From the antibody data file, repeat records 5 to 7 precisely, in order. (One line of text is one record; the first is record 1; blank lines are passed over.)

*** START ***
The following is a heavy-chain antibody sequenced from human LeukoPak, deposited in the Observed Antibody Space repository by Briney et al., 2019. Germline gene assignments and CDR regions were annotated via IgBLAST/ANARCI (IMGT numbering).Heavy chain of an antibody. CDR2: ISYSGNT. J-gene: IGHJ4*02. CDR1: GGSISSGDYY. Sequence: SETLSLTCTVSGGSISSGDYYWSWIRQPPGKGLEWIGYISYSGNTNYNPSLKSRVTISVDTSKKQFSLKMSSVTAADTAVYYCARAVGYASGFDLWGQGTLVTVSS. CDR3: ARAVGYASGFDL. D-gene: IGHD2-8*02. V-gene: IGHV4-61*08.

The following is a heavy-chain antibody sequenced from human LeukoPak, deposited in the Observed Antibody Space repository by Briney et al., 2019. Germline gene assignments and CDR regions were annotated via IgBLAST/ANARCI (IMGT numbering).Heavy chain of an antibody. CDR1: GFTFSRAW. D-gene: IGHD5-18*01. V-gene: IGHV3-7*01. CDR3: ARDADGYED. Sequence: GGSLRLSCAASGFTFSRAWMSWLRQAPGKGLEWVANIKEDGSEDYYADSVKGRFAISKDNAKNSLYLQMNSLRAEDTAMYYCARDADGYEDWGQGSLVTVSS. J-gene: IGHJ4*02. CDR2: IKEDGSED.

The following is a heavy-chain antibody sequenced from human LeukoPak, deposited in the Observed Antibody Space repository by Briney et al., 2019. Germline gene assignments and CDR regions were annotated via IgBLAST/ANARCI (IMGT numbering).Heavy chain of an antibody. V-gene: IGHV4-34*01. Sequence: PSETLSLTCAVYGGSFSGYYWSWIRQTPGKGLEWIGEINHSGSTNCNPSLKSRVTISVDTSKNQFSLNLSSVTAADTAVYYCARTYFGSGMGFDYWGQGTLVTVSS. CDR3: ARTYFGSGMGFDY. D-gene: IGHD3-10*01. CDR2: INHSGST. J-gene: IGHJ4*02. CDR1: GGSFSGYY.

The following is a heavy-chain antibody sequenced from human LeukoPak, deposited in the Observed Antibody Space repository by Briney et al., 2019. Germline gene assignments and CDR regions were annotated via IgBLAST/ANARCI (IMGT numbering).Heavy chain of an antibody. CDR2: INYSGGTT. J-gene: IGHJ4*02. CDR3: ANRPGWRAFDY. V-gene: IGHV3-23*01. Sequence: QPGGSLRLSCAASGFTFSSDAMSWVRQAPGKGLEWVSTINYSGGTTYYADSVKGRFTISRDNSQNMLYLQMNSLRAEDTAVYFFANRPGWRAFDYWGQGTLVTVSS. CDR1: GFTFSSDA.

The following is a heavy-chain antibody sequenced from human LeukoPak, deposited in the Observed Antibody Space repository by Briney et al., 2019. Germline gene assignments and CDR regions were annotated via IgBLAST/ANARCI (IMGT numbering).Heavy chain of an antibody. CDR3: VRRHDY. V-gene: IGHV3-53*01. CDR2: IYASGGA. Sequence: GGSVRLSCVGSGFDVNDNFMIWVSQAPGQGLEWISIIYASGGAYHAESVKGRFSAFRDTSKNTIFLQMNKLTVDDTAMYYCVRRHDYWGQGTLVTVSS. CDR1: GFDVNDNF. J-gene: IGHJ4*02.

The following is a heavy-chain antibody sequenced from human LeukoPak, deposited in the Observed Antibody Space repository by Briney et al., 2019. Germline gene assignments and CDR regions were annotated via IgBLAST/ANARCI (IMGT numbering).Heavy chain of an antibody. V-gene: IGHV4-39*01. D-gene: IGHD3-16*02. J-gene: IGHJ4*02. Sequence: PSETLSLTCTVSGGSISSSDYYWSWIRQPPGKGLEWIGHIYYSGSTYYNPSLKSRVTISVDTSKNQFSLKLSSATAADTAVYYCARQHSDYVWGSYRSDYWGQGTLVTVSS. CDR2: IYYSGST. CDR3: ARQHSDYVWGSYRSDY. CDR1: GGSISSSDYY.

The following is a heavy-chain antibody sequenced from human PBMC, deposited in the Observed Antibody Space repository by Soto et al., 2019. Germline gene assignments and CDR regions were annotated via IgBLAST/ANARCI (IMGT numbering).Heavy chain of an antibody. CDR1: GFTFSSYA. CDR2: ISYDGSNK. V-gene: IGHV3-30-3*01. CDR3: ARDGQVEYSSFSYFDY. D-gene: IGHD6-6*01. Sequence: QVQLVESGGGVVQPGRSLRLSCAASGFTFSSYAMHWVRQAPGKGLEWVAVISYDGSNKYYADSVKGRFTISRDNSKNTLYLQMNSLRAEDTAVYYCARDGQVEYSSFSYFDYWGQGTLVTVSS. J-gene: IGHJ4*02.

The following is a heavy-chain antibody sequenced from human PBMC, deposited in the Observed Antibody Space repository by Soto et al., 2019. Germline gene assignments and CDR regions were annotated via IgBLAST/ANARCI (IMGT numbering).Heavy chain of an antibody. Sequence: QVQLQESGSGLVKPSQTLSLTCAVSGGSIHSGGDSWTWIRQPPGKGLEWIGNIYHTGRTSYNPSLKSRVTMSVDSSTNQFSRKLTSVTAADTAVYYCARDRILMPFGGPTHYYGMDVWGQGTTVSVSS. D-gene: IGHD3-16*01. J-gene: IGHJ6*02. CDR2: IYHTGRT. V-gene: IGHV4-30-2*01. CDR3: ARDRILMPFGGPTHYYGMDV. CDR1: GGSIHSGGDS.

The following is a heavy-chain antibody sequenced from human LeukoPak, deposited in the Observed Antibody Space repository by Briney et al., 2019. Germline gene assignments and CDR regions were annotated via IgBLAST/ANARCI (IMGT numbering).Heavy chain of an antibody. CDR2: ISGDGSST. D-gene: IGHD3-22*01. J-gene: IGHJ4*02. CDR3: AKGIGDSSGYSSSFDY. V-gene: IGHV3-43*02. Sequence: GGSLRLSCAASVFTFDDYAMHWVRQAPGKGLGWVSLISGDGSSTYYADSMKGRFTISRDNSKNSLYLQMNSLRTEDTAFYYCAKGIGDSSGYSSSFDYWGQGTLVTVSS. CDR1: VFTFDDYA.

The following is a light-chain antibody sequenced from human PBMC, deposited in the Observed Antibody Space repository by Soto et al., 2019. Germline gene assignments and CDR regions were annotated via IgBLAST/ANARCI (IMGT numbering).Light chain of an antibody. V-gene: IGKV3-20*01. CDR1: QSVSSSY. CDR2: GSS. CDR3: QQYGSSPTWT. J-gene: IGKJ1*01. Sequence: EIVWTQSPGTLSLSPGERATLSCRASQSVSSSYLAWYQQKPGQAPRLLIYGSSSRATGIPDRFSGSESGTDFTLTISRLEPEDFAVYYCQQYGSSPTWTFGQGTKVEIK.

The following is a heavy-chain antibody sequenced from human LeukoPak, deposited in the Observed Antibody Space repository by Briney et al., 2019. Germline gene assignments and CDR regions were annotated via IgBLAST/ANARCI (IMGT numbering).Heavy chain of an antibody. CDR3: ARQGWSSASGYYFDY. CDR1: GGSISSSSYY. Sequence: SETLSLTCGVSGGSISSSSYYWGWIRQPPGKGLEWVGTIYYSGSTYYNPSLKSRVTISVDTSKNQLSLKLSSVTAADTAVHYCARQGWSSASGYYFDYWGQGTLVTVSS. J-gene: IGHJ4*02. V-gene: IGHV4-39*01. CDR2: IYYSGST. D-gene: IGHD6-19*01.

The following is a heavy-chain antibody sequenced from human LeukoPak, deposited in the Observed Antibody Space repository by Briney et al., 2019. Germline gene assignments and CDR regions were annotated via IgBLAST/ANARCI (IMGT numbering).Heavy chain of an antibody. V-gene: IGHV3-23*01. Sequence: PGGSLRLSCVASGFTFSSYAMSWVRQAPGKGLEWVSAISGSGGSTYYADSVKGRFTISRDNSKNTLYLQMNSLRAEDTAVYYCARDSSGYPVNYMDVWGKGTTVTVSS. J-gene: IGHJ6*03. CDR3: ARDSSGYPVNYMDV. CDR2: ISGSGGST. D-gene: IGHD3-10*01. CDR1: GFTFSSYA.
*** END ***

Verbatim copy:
The following is a heavy-chain antibody sequenced from human LeukoPak, deposited in the Observed Antibody Space repository by Briney et al., 2019. Germline gene assignments and CDR regions were annotated via IgBLAST/ANARCI (IMGT numbering).Heavy chain of an antibody. CDR3: VRRHDY. V-gene: IGHV3-53*01. CDR2: IYASGGA. Sequence: GGSVRLSCVGSGFDVNDNFMIWVSQAPGQGLEWISIIYASGGAYHAESVKGRFSAFRDTSKNTIFLQMNKLTVDDTAMYYCVRRHDYWGQGTLVTVSS. CDR1: GFDVNDNF. J-gene: IGHJ4*02.

The following is a heavy-chain antibody sequenced from human LeukoPak, deposited in the Observed Antibody Space repository by Briney et al., 2019. Germline gene assignments and CDR regions were annotated via IgBLAST/ANARCI (IMGT numbering).Heavy chain of an antibody. V-gene: IGHV4-39*01. D-gene: IGHD3-16*02. J-gene: IGHJ4*02. Sequence: PSETLSLTCTVSGGSISSSDYYWSWIRQPPGKGLEWIGHIYYSGSTYYNPSLKSRVTISVDTSKNQFSLKLSSATAADTAVYYCARQHSDYVWGSYRSDYWGQGTLVTVSS. CDR2: IYYSGST. CDR3: ARQHSDYVWGSYRSDY. CDR1: GGSISSSDYY.

The following is a heavy-chain antibody sequenced from human PBMC, deposited in the Observed Antibody Space repository by Soto et al., 2019. Germline gene assignments and CDR regions were annotated via IgBLAST/ANARCI (IMGT numbering).Heavy chain of an antibody. CDR1: GFTFSSYA. CDR2: ISYDGSNK. V-gene: IGHV3-30-3*01. CDR3: ARDGQVEYSSFSYFDY. D-gene: IGHD6-6*01. Sequence: QVQLVESGGGVVQPGRSLRLSCAASGFTFSSYAMHWVRQAPGKGLEWVAVISYDGSNKYYADSVKGRFTISRDNSKNTLYLQMNSLRAEDTAVYYCARDGQVEYSSFSYFDYWGQGTLVTVSS. J-gene: IGHJ4*02.